girl, about thirteen years old, and she was not only young, but pretty short as well. The stretcher that they had her on was too big, which was the first thing I noticed, and she had been shot in the head. I had never seen the chopper pilots come out and shake their heads. Usually they come out and wave their hands. I told one of the pilots I had been receiving text messages that there were about twenty to twenty-five people shot. He replied right off the bat that ‘you could at least triple that.’”



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Tonne went home the next morning to rest for a few hours, then returned to the hospital. On Sunday, he attended the memorial service downtown, and again received a call to come back to work. Shortly after leaving work he packed his bags to return to Edgewood College, going from the high-intensity of a terror attack that captured the world’s attention, to the relative calm of the Madison area.

“I finally posted it on Flickr® and about two days later, the editor of the book titled 22.07.11. From Hatred To Love. The Events That Changed Norway contacted me and said that they wanted pictures that hadn’t been seen in the media for the book. They asked if they could use my pictures. It’s my first publication in hardcopy, and it’s bittersweet to say the least.” In the wake of the violence, the response from the people of Norway has been one of both community, and compassion.

“After that night the first time I sat down and thought about it was when I had a layover in London for a few hours,” he remembers. “That’s when the images and events started coming back. I ended up sitting down at a restaurant with a notebook I just bought, and just wrote down everything I could remember from when I walked in the door till I came back here.”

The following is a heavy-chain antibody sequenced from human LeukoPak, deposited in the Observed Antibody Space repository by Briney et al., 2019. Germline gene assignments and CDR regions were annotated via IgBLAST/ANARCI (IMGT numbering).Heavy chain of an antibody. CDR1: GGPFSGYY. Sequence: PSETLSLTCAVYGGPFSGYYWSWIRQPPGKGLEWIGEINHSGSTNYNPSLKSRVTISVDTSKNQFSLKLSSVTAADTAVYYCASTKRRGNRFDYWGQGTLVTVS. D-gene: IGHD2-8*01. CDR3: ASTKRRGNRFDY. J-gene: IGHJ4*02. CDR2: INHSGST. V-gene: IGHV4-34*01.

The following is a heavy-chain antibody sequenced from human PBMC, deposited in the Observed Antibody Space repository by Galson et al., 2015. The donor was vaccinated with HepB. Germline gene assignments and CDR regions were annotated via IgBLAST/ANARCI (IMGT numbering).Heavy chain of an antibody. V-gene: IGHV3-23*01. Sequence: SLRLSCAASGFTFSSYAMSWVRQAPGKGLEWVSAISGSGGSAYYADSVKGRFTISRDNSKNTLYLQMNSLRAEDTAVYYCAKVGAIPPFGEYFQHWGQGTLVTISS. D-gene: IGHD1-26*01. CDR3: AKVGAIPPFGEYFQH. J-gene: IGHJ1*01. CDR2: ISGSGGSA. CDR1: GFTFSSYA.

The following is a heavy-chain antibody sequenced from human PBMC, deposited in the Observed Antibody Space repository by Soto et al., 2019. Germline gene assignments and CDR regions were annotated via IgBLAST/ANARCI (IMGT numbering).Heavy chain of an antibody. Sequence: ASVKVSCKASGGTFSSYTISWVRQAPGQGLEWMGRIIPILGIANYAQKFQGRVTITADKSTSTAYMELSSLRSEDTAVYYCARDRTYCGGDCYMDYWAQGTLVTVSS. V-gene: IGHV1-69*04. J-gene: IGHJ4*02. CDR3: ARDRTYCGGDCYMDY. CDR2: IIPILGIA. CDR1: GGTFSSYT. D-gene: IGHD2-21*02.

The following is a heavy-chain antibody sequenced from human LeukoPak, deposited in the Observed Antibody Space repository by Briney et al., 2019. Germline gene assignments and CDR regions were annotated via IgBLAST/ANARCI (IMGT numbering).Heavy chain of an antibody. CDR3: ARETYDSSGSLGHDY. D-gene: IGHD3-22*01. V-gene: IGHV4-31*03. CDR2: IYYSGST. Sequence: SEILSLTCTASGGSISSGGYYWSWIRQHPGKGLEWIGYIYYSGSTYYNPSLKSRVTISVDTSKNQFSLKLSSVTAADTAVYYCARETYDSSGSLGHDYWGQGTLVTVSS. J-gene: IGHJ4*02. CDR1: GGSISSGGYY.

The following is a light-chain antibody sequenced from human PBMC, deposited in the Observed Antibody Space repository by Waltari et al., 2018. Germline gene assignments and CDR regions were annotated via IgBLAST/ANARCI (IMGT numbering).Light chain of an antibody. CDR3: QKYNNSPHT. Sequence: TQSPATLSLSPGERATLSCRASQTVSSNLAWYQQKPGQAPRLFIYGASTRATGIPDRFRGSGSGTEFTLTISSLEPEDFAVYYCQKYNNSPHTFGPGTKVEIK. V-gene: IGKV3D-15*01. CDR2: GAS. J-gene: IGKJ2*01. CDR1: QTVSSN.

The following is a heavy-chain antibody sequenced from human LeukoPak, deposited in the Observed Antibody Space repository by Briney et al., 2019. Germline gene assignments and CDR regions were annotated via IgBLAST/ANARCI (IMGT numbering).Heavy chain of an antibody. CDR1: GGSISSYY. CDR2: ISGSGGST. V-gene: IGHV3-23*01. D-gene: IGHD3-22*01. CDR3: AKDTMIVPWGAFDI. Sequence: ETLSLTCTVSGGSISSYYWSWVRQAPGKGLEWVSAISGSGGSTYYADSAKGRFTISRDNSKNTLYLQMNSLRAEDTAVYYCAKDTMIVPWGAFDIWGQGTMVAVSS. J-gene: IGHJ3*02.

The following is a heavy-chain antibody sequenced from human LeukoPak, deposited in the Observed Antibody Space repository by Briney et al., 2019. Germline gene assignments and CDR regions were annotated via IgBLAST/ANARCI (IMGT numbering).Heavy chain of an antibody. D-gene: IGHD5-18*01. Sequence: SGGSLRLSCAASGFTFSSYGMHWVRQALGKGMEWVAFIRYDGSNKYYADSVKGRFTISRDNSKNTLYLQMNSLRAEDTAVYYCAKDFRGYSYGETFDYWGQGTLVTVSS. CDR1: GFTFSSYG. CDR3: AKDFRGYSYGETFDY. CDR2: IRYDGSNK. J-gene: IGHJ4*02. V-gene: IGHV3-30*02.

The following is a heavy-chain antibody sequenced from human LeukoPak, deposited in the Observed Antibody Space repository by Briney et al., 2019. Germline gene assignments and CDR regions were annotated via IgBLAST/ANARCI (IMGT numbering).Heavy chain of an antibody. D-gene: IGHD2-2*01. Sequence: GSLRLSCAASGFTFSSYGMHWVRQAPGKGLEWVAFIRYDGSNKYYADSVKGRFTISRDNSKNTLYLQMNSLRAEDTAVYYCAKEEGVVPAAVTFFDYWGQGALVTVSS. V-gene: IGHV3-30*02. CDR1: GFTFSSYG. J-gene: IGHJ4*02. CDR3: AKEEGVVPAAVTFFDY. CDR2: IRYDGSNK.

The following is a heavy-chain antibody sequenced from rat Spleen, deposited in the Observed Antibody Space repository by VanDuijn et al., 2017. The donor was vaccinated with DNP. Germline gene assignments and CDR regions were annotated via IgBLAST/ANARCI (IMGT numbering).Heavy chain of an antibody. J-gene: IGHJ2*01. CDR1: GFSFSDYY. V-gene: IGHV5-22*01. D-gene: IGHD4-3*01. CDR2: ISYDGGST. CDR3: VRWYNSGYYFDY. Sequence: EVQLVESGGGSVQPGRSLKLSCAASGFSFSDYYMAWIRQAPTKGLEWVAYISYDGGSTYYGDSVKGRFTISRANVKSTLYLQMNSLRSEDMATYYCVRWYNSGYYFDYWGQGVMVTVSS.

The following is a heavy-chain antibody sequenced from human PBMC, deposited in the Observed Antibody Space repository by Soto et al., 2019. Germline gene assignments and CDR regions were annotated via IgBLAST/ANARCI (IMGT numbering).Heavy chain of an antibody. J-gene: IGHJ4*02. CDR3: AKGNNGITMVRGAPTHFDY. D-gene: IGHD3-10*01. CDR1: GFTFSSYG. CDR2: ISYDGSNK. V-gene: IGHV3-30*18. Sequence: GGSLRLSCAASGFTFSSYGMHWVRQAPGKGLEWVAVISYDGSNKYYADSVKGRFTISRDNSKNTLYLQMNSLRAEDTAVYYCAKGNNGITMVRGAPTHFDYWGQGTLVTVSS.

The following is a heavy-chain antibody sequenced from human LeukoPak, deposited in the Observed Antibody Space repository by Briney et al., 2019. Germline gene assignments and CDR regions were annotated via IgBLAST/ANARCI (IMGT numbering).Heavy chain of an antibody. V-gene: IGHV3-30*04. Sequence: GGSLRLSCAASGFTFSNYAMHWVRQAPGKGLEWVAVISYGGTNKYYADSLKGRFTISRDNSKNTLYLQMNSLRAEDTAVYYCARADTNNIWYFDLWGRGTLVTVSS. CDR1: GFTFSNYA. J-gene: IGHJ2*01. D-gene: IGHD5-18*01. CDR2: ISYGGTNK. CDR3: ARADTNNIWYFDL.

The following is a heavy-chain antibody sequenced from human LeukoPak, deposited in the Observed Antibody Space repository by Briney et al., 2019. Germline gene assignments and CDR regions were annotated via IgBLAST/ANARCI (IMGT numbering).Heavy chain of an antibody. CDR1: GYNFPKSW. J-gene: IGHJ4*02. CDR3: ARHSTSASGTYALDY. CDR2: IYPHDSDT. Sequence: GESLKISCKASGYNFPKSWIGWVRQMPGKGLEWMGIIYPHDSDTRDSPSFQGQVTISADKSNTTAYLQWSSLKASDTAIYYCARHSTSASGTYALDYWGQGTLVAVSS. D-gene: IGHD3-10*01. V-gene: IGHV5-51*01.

“One of the survivors from the island, Stine Renate Haheim, made a statement to CNN the following day. She said that ‘if one man can show so much hatred, imagine how much love the rest of us can show together.’ And that kind of became the way

“T he y wante d pic tures t hat ha d n’t b e en s e en i n t he me d i a for t he b o ok. T he y aske d if t he y cou l d us e my pi c tures . It’s my f i rst publi c at i on i n hard copy, and

it’s bittersweet to say the least


Page 4: Waiting Page 6: (L to R) During Service, Blood Donors, Medivac, Flowers Outside the Cathedral Page 8: ( L to R) Today’s News, Flowers and Gun, Police Gathering Evidence Downtown II, Paal and fiancé Ashley Lienhardt, a student at UW-Madison, at this year’s ADDY Awards. Paal was honored with three silver ADDYs and one gold for his photography.



that we were to handle this situation,” Tonne said. And as the trial of the accused got underway, not quite a year after a terrible Friday in July, there was another reminder about the strength of shared humanity.

“It was not about ‘pay-back,’” Tonne said. “It was about how are we going to show this person that he’s wrong in a peaceful and humane way?”

Gabrielle Burns is a senior at the College, and is majoring in art.